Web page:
The first ruins we saw were the Box Canyon ruins, built 800 years ago.
The pueblos were made of sandstone bricks and roofed with timbers, smaller branches, then mud. A hole in the roof was the only entry and exit to the rooms.
Crops were raised in the fertile ash from nearby Sunset Crater Volcano -- squash and corn -- from 1100 AD until 1250 AD, when the people seem to have moved on. There were no springs; water came solely from the rain.
As we climbed the half mile trail to the ruins, the silence was so complete it felt like a pressure against our ears.
The next set of ruins, the Wupatki pueblo, was the tallest, largest, richest, and probably most influential in the area. It had over 100 rooms housing 85-100 people, and was within a day's walk of thousands of their neighbors. They also had large ceremonial structures and even a ball court for a game probably similar to raquetball. Smaller kivas on the site were used for religious and political meetings.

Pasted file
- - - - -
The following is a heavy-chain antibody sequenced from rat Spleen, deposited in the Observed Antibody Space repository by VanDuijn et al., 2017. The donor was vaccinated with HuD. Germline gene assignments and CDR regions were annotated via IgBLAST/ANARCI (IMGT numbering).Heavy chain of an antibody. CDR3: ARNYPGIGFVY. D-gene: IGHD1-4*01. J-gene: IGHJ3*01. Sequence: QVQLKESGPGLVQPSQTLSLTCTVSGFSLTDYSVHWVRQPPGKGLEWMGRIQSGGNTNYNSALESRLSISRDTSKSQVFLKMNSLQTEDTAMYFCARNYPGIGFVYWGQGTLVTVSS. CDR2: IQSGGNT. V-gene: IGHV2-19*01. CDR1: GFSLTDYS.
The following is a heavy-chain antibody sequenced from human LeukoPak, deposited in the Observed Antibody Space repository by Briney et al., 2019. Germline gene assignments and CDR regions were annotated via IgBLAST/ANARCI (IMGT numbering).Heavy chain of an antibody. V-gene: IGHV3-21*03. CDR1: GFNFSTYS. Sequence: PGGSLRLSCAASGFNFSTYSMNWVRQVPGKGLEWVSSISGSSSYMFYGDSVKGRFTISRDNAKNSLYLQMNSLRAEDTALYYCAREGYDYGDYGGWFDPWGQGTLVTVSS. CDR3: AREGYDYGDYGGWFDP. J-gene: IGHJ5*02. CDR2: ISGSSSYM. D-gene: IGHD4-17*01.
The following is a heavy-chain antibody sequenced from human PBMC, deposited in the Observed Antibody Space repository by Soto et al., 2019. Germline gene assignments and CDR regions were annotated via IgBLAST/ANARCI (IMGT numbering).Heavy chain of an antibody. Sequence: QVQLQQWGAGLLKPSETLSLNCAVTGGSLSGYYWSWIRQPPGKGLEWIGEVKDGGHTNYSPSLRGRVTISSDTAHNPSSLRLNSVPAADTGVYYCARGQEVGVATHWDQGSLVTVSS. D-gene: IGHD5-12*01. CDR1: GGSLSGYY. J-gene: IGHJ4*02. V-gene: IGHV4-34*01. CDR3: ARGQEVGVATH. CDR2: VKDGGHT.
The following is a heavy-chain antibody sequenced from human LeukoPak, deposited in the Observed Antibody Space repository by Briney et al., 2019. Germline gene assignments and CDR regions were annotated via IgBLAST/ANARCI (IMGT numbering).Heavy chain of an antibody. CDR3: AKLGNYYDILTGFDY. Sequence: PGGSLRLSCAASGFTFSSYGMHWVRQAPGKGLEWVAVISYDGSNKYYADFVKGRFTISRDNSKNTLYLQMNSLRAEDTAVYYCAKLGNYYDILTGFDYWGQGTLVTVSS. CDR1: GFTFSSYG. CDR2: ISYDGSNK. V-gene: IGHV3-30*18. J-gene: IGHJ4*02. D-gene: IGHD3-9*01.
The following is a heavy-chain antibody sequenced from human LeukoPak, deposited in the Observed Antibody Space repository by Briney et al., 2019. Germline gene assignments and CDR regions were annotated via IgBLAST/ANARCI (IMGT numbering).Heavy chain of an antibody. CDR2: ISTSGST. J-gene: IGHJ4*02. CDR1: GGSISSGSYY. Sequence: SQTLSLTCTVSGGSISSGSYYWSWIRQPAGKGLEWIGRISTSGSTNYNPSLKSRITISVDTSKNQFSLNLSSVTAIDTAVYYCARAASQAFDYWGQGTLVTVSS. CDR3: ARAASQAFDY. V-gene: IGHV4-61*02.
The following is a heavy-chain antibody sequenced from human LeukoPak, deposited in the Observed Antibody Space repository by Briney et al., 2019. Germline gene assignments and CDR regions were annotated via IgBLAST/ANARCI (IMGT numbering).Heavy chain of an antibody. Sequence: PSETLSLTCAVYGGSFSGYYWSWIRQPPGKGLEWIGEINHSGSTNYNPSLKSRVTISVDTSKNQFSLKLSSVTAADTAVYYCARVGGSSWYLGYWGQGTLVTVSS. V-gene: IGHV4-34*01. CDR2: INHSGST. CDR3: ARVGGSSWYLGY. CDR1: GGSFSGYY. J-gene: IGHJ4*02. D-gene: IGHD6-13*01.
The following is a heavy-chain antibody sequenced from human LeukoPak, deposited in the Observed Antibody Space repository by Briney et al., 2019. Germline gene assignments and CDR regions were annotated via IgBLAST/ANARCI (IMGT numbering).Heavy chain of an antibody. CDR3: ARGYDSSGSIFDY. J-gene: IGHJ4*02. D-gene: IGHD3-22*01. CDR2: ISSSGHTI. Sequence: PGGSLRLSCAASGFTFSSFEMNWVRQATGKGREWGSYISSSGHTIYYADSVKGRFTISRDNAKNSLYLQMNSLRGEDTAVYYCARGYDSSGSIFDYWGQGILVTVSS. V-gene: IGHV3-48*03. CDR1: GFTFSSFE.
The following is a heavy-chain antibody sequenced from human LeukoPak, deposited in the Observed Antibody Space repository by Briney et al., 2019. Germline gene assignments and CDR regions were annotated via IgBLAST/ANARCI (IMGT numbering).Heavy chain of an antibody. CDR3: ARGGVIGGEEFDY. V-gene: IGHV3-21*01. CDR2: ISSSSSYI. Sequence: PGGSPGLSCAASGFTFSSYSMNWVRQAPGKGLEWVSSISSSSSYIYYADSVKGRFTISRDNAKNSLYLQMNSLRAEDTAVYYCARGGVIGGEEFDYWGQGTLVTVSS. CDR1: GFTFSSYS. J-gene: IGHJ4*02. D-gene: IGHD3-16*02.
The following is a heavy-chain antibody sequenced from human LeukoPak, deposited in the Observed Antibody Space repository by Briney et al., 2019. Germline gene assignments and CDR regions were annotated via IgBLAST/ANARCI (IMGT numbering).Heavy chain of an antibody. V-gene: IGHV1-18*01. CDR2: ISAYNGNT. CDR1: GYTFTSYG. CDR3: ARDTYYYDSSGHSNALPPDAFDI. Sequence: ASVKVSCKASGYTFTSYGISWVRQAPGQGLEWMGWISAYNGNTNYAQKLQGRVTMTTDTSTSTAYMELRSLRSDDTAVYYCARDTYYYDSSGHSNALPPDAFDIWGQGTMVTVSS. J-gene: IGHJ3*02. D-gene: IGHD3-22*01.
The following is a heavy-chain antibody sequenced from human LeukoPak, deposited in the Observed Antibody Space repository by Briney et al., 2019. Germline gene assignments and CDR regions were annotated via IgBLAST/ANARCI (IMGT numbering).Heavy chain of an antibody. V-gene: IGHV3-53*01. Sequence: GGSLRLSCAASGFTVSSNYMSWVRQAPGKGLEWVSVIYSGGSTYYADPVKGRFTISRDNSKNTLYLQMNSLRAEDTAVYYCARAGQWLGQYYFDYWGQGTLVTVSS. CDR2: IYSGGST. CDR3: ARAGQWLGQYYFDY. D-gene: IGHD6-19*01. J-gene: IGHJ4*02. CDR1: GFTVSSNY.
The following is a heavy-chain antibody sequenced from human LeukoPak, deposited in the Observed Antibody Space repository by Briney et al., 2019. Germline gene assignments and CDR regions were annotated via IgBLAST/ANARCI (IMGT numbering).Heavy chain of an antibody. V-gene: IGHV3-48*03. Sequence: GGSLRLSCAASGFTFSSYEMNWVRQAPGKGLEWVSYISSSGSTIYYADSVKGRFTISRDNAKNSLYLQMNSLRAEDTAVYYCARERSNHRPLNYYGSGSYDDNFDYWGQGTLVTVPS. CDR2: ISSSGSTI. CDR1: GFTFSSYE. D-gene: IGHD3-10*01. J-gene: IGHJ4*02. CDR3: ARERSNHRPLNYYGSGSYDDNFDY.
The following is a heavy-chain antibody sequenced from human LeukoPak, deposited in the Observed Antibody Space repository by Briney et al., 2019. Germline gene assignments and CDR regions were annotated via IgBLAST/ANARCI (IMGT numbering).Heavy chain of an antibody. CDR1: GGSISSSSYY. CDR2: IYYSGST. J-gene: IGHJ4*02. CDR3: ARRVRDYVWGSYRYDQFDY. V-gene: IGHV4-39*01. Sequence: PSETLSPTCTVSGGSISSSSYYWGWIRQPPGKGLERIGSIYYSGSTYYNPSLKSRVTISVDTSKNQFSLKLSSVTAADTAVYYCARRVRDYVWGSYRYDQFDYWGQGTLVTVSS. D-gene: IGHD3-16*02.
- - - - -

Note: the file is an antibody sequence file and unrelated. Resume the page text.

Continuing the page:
Wupatki means "tall house" in the Hopi language and these were the ruins (right) of the tall house, 100 rooms and a large community room. Archeologists have determined that about 2000 people lived in this area during 1100-1250. Articles of trade found include turquoise, copper bells, shell jewelry, and even parrots from as far away as the Pacific and Gulf coasts.
None of these ruins is restored but remain as they were found by explorers in the 1800s. In fact, when the first park ranger came to stay at the site, he and his family lived in rooms of the ruins of the Wupatki pueblo! I guess these ancestors of the Hopi really knew how to build things.
I felt in awe to be standing there looking at something that old in America.